Prime Minister Shinzo Abe has been seeking more aggressive monetary and fiscal policies to help support an ailing Japanese economy. As part of the administrations revitalization plan, the BOJ and large state funds have steered away from conservative bets for riskier equity exposure.
“But in this case the BoJ is working from a macro perspective to try to help the economy to raise wages, increase consumption and boost capital investment,” Makoto Shiota, head of ETF marketing at Nomura Securities, told the Financial Times. “That is how these ETF products came about.”
The BOJ has already been buying alternative index-based funds. For instance, The central bank has ETFs that track the JPX-Nikkei 400 Index. The JPX-Nikkei 400 Index was launched in January 2014 as a means of reinvigorating the Japanese equity market. The JPX-Nikkei 400 Index employs a rigorous screening process based on return on equity, cumulative operating profit and market capitalization to select high-quality, capital-efficient Japanese companies.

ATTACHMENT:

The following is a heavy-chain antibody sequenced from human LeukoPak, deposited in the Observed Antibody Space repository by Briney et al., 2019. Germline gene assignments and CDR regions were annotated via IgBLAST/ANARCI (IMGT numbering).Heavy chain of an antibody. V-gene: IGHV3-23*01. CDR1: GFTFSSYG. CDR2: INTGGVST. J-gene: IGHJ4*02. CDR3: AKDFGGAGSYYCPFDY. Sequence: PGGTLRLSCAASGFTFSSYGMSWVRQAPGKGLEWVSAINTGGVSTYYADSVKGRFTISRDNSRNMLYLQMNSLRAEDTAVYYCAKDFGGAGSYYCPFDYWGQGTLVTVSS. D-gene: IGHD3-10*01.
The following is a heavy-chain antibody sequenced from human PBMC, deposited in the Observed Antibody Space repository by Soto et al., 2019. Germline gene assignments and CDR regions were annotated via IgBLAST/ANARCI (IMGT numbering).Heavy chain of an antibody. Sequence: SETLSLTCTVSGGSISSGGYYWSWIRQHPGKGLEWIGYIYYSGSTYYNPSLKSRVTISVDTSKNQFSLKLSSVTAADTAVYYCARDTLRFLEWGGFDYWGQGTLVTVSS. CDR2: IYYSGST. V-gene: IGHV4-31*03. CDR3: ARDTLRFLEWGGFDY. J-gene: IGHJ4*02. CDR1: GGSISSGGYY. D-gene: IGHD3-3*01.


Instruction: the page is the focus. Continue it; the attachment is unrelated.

U.S. ETF investors can also track the benchmark index through relatively new offerings, including the Deutsche X-trackers Japan JPX-Nikkei 400 Equity ETF (NYSEArca: JPN) and iShares JPX-Nikkei 400 ETF (NYSEArca: JPXN).
Additionally, if the yen currency depreciates against the U.S. dollar, investors can look to currency-hedged JPX-Nikkei 400 ETF options, such as the Deutsche X-trackers Japan JPX-Nikkei 400 Hedged Equity ETF (NYSEArca: JPNH) and iShares Currency Hedged JPX-Nikkei 400 ETF (NYSEArca: HJPX).
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